Saturday Review: Extraordinary X-Men #1

extraordinary 1
Extraordinary X-Men (Marvel)
Writer Jeff Lemire
Penciler Humberto Ramos


It is a rare book indeed that makes me like Storm. And yet here I sit, thinking about how much I enjoyed Storm in Extraordinary X-Men #1, one of the many, post-Secret Wars books that Marvel is starting to put out.

I’m not sure exactly how this happened, but right from the get-go I found myself thinking how awesome Storm looks. She’s got a great new costume and still retains the bad-ass mohawk. The story also starts off with Storm in an interesting place. She is now headmaster of the Xavier Institute (or whatever the name happens to be in this particular iteration) and things are going badly for mutants. When one thinks about everything bad that has happened to mutants over the years, this is not really a surprise, but Storm’s attitude makes me feel like this is something different.

I don't understand why I like this Storm, but I do.

I don’t understand why I like this Storm, but I do.

Jeff Lemire does a great job of bringing the reader into the story and setting the proper tone. Storm is almost too calm in the face of her world collapsing. She has even been forced to turn to Charles Xavier for help, who readers should keep in mind, has been dead since AvX. Needless to say, Chuck isn’t actually there, and the scene left me wondering if this wasn’t the beginning of Storm cracking under the pressure. In truth, only time will tell. Lemire also handles a touching reunion between Magik and Colossus with wonderful finesse. Although the official reunion happens in Uncanny X-Men #600 (also out this week), I feel like this one was more personal. The siblings have been estranged for quite some time and the scene starts off kind of awkward, but eventually the two reconnect on the fact that regardless of what has happened, the pair are the only family they have left and love one another very much.

I’m really curious to see where this series takes Jean Grey. Based on the cover art, I can assume that she will eventually join this team, but I expect the circumstances will be fairly interesting. Since being brought into the present, time displaced Jean is one of my favorite characters in the Marvel Universe. She is a teenage girl who is suddenly forced to deal with all the crap that her older, DEAD, self did, not to mention the fact that she’s a mutant, which always makes life “fun.” All-New X-Men­ did a great job of exploring her attempt to deal with this while surrounded by her teammates, but now Jean has decided to go out into the world on her own and I can’t wait to see what she is like when not surrounded by her constant companions.

If I haven’t ever mentioned it, Humberto Ramos is one of my favorite artists. He was the artist on the very first issue of X-Men I bought, back in the summer of 2007, and I read several other things he had done (like Wolverine: Civil War) in my early comic days. Even with all that in mind, I think this is some of his best work. As I’ve mentioned before, I love the new Storm look, and that is huge. Ramos maintains Storm’s regal air without making her look and feel too much like actual royalty. She is composed, but approachable and generally bad-ass. I’d also forgotten how much I love Ramos drawing Magik, and especially her soul sword, in action. That thing is absolutely brutal and Ramos really gives it a life all unto itself. Even without the soul sword, I find myself drawn to Magik. She is not someone with whom I would want to mess.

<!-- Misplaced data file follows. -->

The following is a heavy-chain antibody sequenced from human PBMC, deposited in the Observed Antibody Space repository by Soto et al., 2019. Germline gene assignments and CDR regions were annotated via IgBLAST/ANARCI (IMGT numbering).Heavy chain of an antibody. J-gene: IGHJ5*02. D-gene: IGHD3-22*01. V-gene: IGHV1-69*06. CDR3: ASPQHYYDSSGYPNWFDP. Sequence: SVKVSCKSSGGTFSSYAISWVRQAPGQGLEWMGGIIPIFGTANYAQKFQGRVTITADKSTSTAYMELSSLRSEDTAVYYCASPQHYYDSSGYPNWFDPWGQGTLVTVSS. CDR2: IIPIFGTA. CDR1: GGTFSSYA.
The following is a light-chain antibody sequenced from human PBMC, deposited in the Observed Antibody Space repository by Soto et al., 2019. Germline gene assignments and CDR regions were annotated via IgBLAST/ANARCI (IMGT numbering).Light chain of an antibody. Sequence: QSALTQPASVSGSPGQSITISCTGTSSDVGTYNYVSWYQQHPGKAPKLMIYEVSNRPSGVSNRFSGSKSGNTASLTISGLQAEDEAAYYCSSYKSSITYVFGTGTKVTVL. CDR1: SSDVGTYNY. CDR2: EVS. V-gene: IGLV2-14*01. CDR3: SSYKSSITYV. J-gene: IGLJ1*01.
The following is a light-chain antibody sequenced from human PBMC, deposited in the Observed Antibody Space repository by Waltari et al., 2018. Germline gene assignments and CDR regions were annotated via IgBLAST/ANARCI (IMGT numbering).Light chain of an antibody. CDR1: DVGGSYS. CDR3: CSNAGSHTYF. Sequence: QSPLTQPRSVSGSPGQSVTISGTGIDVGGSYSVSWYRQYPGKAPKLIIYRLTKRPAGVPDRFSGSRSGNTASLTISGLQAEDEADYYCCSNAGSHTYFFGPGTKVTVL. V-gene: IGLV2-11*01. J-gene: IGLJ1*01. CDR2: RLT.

She will, in fact, mess you up.

She will, in fact, mess you up.

My biggest complaint about the book has to do with the driving force behind the plot, and it goes a little something like this. Back in Infinity the Terrigen Mists were released all over the planet, making tons more Inhumans. Apparently after Secret Wars, this same Mist is now causing a plague that is killing all mutants. Not only that, but it’s apparently sterilizing all the mutants. Now, setting aside the fact that it’s an established part of canon that non-mutant parents have mutant children, WE JUST FUCKING DID THIS!!!!! Seriously, Avengers: The Children’s Crusade was only a couple years ago and for like seven years before that we had “no more mutants”. Excuse me if I seem a frustrated, but I feel like this is a little ridiculous. I don’t mind revisiting common themes or ideas, but this is basically recycling the same plot over only with a different physical mechanism. I can’t even wrap my head around why this seemed like a good idea.

Am I the only one who remembers this?

Am I the only one who remembers this?

Now that I am done ranting, I did enjoy the book. Once I got over my initial “are you kidding me” moment, I discovered how much potential the book had to offer, while it figures out how to deal with this “latest” threat to mutant kind. I’m excited to see where the creative team takes the book, and who knows, the plague thing might win me over yet. 3.5/5 Death Stars

3.5 Death Stars

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Filed under Andrew Hales, Comic Reviews, Comics, Saturday Reviews

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